Chapter 1

Chapter 1

Terms of the Inquiry


1.1        On 10 October 2012, the Senate Foreign Affairs, Defence and Trade Legislation Committee tabled its final report on the provisions of the Defence Trade Export Controls Bill 2011. In this report, the committee recommended that:

In light of the ongoing concerns held by stakeholders, the committee believes that implementation of the bill would benefit from further scrutiny. The committee therefore recommends that during the 24 month transition period, the Senate Foreign Affairs, Defence and Trade Legislation Committee conduct a six-monthly examination of progress of the implementation of the provisions of the bill and report to the Senate.[1]

1.2        On 11 October 2012, and in accordance with this recommendation and standing order 25(2)(a), the committee formally undertook to monitor the implementation of the provisions of the bill. The committee resolved that, during the transition period following the enactment of the bill, it would conduct regular inquiries (six-monthly) into the implementation of the provisions of the legislation and report its progress to the Senate. This is the first six-monthly report.

1.3        The Defence Trade Controls Bill 2011 was passed on 1 November 2012, with amendments. The bill received Royal Assent on 13 November 2012. Its companion bill the Customs Amendment (Military End-Use) Bill 2011 also received Royal Assent on 13 November 2012.

1.4        Draft regulations accompanying the bill, the Defence Trade Controls Regulations 2012 (the regulations), were circulated by the Department of Defence (Defence) for industry consultation between 22 December 2011 and 17 February 2012. The regulations were made on 30 May 2012 and commence at the same time as the relevant sections of the Defence Trade Controls Act 2012 (the Act).[2]

Committee's previous reports—background

1.5        In its first inquiry, evidence received by the committee demonstrated that the consultation undertaken by Defence on the proposed legislation was seriously deficient and that as a result Defence was in the dark about likely unintended consequences.[3] Defence commenced consultation in earnest with the Australian research sector about the proposed legislation during March 2012.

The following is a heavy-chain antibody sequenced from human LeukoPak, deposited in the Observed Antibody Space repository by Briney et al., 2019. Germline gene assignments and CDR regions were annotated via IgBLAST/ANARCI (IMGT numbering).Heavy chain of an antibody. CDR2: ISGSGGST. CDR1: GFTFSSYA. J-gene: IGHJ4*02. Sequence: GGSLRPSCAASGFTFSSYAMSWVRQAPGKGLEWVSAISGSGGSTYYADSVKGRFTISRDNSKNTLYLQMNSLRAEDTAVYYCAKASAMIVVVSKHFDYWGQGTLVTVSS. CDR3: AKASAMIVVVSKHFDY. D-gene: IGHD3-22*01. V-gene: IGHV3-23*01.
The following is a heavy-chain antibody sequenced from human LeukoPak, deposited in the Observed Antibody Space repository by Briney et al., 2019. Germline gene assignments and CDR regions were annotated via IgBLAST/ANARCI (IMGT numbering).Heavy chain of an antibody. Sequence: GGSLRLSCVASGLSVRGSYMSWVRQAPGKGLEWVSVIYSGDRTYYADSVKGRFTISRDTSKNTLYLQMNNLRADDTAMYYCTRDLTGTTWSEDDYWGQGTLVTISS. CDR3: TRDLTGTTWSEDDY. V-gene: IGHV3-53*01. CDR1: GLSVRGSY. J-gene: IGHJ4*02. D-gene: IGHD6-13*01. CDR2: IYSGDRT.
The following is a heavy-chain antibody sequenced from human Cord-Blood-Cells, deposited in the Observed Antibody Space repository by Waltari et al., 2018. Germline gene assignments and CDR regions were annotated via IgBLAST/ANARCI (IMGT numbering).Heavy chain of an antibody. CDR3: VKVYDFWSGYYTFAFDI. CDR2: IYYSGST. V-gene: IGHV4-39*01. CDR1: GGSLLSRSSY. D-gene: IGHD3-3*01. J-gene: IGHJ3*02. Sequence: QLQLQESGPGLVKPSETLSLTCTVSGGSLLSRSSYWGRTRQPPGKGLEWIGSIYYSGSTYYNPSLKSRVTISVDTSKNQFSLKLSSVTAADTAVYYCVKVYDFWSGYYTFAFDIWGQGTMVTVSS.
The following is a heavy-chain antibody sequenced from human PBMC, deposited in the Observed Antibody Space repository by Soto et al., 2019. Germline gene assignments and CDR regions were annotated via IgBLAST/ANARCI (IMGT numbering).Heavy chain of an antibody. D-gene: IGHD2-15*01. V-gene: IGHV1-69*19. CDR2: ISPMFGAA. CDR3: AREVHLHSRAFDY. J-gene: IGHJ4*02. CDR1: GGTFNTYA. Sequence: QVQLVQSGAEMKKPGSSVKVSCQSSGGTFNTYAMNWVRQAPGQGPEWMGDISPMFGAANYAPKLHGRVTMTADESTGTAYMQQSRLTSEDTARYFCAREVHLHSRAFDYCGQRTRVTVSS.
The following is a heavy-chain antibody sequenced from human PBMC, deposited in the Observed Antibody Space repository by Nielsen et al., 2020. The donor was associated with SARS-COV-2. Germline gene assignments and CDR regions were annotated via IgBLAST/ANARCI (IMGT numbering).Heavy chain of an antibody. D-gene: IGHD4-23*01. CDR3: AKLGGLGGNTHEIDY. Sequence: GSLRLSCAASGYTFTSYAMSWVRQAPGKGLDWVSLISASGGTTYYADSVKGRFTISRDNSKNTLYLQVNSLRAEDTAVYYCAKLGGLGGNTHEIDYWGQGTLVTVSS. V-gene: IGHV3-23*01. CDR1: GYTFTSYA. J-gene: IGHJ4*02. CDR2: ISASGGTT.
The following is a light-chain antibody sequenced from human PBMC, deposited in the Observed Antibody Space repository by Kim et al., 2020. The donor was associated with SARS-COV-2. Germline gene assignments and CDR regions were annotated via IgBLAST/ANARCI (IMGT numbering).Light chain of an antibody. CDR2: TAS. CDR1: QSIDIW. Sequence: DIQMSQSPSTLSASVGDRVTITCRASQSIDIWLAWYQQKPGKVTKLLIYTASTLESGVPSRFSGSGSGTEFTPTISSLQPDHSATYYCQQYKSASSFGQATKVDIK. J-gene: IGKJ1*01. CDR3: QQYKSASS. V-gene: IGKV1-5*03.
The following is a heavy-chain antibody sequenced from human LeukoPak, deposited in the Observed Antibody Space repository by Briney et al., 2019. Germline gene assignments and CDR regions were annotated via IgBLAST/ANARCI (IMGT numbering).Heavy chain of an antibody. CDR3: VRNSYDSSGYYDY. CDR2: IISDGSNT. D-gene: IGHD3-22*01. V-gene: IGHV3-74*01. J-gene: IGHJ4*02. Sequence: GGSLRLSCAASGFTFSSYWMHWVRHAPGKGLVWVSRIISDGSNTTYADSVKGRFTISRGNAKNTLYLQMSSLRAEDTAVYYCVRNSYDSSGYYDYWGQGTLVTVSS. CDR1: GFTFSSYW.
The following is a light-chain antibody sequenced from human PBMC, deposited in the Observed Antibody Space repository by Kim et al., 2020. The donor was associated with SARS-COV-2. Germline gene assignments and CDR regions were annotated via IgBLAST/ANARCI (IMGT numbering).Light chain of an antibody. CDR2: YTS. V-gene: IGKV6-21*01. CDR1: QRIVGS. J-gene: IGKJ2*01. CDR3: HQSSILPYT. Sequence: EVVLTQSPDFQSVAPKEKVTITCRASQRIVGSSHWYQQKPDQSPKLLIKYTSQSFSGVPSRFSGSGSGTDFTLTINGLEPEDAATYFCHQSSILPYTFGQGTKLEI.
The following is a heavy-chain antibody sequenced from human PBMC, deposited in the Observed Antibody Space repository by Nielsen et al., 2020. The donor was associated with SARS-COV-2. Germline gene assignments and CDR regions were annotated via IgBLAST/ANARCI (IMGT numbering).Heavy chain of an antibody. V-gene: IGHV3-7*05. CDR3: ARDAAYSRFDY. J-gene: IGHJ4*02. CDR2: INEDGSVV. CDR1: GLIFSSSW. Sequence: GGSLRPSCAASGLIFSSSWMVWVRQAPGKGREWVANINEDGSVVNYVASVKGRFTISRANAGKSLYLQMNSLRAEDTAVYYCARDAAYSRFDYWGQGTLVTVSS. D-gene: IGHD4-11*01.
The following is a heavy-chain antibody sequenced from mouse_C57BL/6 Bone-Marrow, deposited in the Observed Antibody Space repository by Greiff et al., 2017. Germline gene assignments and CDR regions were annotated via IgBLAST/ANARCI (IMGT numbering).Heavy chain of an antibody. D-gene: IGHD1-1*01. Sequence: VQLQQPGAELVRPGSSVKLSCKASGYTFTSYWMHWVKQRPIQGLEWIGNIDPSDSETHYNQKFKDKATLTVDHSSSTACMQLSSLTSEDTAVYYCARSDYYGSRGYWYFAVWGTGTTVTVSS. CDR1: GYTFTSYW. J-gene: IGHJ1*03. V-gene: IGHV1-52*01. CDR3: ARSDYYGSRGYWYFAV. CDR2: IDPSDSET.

1.6        Unfortunately, as detailed at length in the committee's preliminary report, the parties could not reach agreement on a preferred option.[4] Defence's submission to the committee on 8 August 2012 and Universities Australia's submission on 10 August 2012 both advised the committee that the consultation process had failed to produce a workable compromise.

1.7        While the committee was conscious of the importance of the legislation, it felt that it was equally important to be certain that the strengthened export control regime would have no unintended or unnecessary adverse consequences for the university and research sectors. The committee presented a preliminary report recommending further consultation between Defence and the university and research sectors. Roundtable discussions involving key stakeholders convened by Universities Australia and chaired by the Chief Scientist, Professor Ian Chubb were then conducted by all stakeholders, including Defence.